Before the oils I tend to apply a filter. A filter is a very, very thin wash over the entire surface; its job is to bring all the colours together and get a nice grimy finish. For this model I used AK Interactive Winter Streaking Grime which is a grey green tone which works well. Sorry for the lack of photos, when my battery is getting low it doesn’t save the images. Here is an image from a Gecko I made a few months ago.
The first stage of the weathering is working with oil paints. I prefer weathering with oils as I find the blended effects are very realistic and much easier to control than say using pre-shading. My favourite oil paints I like to use are from Abteilung, they seem to contain less linseed oil which makes them faster drying and more matt in appearance although sometimes I will mist on some matt varnish on occasion. Usually I won’t bother though and the oils leave the surface with a nice realistic smooth metal effect.
I tend to put a small blob of the oil paint onto a piece of scrap card, this will draw out the linseed oil making them dry even faster and be more matt. I say even faster but it will still be a day or two before you can use thinners over the top with confidence hence sometimes I will mist over some acrylic matt.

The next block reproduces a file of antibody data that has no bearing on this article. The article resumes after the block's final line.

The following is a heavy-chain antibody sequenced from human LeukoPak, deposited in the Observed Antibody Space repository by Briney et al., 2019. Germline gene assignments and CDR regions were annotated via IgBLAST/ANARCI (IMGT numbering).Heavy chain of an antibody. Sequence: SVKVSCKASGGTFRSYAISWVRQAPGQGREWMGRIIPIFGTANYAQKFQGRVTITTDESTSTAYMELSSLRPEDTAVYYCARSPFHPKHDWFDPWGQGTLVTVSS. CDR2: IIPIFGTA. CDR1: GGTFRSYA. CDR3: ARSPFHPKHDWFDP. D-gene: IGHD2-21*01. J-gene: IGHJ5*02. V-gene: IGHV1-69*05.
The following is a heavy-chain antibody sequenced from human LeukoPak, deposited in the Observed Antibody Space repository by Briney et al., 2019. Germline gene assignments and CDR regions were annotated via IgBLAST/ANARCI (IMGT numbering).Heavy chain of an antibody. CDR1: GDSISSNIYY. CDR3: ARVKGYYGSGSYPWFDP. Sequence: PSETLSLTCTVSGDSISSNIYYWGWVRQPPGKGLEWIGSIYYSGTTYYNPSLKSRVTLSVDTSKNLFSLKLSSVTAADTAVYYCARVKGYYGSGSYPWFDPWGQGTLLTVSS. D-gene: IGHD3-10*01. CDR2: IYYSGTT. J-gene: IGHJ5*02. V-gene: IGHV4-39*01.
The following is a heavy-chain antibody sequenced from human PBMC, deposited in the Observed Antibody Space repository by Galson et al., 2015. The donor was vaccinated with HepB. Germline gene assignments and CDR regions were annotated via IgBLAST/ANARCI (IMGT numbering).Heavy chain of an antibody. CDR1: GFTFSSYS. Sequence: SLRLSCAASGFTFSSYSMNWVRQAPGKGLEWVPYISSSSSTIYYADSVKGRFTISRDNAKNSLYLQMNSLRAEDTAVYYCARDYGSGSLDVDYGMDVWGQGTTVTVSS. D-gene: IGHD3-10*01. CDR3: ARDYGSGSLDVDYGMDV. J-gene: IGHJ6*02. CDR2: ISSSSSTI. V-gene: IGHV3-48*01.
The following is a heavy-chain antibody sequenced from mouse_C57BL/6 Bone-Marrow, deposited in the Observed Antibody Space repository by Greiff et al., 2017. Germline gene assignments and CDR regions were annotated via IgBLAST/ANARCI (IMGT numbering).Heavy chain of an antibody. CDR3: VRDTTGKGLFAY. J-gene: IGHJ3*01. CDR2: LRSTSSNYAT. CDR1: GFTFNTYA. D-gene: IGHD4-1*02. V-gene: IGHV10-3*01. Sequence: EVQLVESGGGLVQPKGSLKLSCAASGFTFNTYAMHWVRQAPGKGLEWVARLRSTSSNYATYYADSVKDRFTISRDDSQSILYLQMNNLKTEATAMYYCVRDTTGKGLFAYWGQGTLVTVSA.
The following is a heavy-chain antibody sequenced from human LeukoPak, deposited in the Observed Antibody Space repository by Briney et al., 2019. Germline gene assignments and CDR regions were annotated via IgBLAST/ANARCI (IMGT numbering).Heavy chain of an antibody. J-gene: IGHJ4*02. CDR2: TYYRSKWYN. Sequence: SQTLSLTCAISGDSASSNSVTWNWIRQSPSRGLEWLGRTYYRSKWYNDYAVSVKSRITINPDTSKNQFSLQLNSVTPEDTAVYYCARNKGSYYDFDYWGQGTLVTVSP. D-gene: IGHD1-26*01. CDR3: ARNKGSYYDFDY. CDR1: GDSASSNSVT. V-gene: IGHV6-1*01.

You will need a selection of brushes, some white spirit (in this case AK Interactive) and some kitchen roll to wipe the brushes on.
The first stage is to dampen the surface with white spirit, this is important on a matt finish otherwise the oil paint can stain the surface which is not what we want.
Next we take a small brush and place tiny dots of the oil paint onto the surface. First up I like to do the fading effect so white, buff and yellow are used. Yellow over a green base is nice because it makes the colour warmer, white alone can result in a chalky finish. Bright green is also useful in creating chromatic richness.
Taking a damp (ever so slightly damp) flat brush we slowly work the oils into the surface. Try not to mix the paint as otherwise we’ll get a filter effect; we just want it very localised in order to get a gently marbled finish.
To finish we take a large soft dry brush and finish off the blending.